Affordances of computer-based and physical geoboards in problem-solving activities in the middle grades
Akihiko Takahashi, University of Illinois at Urbana-Champaign, United States
University of Illinois at Urbana-Champaign . Awarded
Recent technological advancements have made it feasible to use computer-based manipulatives for mathematics instruction. But despite the ready availability of computer-based manipulatives, the question still remains: how can we make effective use of technological resources in mathematics classrooms, including computers, in order to better promote student learning?
This research was designed to investigate affordances, the potential for effective use, of computer-based manipulatives compared with physical manipulatives, in order to use these manipulatives to engage student participation in mathematics classroom activities. Two sixth-grade classes received mathematics instruction based on a series of student-centered lessons in order to provide students with an opportunity to discover a formula for the area of a parallelogram. One class used a computer-based geoboard, and the other class used a physical geoboard. Two experts in mathematics teaching and learning observed all the classes. Based on the idea of Japanese Lesson Study, these two observers and the researcher, who taught all the classes, discussed their findings to identify affordances of these two types of geoboards in problem-solving activities.
A major finding of the research was that the computer-based and physical geoboards have different affordances. For example, the capability of putting a color inside a shape might be an affordance of the computer-based geoboard. Allowing students to make a shape easily, by just looking at its form, might be an affordance of the physical geoboard. Considering affordances of the two types of geoboards, this study suggests that the computer-based geoboard is an appropriate tool for a class designed to develop a formula for finding the area of a parallelogram by transforming a shape. The physical geoboard, on the other hand, has the potential to be a useful tool to help students develop the concept of area and learn ways to find the area of a rectangle and a square. Therefore, in order to maximize students learning in problem solving, these two types of geoboard should be used in complementary roles in the classroom. Research needs to be carried out to identify instructional activities that take advantages of the affordances of both kinds of geoboards.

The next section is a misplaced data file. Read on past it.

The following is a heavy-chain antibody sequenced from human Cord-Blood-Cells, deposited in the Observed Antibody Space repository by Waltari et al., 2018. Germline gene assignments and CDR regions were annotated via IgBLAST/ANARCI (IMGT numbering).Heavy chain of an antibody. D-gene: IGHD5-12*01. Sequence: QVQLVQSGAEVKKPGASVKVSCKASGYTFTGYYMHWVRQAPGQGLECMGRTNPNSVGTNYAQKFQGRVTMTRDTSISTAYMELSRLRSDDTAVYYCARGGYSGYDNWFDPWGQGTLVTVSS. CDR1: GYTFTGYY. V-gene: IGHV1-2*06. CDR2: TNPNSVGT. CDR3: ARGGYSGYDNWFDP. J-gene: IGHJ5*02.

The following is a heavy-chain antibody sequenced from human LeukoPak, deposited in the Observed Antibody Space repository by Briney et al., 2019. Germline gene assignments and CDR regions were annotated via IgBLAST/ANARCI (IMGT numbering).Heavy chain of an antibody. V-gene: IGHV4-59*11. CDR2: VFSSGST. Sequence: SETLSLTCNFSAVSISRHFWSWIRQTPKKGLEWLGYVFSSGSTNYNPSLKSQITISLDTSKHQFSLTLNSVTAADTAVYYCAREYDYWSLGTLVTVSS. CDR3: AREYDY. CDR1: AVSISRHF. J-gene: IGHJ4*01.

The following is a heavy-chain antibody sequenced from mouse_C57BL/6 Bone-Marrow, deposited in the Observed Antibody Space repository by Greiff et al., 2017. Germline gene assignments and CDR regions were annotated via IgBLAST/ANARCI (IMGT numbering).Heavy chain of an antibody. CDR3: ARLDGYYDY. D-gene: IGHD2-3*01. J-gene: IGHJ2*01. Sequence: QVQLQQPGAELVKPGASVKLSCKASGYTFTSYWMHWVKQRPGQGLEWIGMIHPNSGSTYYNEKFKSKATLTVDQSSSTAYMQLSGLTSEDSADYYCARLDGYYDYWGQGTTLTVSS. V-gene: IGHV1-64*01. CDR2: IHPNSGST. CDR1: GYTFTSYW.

Takahashi, A. Affordances of computer-based and physical geoboards in problem-solving activities in the middle grades. Ph.D. thesis, University of Illinois at Urbana-Champaign.
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Cited ByView References & Citations Map
Virtual Manipulatives Used by K-8 Teachers for Mathematics Instruction: The Influence of Mathematical, Cognitive, and Pedagogical Fidelity
Patricia S. Moyer, Utah State University, United States; Gwenanne Salkind, George Mason University, United States; Johnna J. Bolyard, West Virginia University, United States
Contemporary Issues in Technology and Teacher Education Vol. 8, No. 3 (September 2008) pp. 202–218
Jennifer Suh & Patricia Moyer-Packenham, George Mason University, United States
Journal of Computers in Mathematics and Science Teaching Vol. 26, No. 2 (April 2007) pp. 155–173
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